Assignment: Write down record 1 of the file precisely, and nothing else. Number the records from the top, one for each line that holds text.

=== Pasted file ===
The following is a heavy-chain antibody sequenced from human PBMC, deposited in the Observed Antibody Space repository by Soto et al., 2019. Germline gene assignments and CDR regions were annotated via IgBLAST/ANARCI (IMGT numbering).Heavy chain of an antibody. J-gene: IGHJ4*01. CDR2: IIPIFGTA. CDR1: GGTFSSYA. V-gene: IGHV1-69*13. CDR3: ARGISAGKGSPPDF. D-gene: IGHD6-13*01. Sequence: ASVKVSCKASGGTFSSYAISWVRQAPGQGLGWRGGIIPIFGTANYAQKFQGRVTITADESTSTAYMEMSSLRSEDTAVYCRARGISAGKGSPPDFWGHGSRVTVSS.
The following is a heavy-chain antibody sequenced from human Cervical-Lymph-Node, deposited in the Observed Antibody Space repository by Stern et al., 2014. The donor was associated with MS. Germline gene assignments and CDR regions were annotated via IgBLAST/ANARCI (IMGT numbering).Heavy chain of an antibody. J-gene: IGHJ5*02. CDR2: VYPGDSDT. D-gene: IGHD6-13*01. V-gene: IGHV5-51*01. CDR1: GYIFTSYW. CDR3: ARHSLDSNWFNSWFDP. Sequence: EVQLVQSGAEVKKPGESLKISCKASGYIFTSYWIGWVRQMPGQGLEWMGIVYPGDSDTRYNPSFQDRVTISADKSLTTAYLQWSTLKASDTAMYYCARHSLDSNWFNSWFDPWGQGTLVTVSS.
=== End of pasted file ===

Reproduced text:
The following is a heavy-chain antibody sequenced from human PBMC, deposited in the Observed Antibody Space repository by Soto et al., 2019. Germline gene assignments and CDR regions were annotated via IgBLAST/ANARCI (IMGT numbering).Heavy chain of an antibody. J-gene: IGHJ4*01. CDR2: IIPIFGTA. CDR1: GGTFSSYA. V-gene: IGHV1-69*13. CDR3: ARGISAGKGSPPDF. D-gene: IGHD6-13*01. Sequence: ASVKVSCKASGGTFSSYAISWVRQAPGQGLGWRGGIIPIFGTANYAQKFQGRVTITADESTSTAYMEMSSLRSEDTAVYCRARGISAGKGSPPDFWGHGSRVTVSS.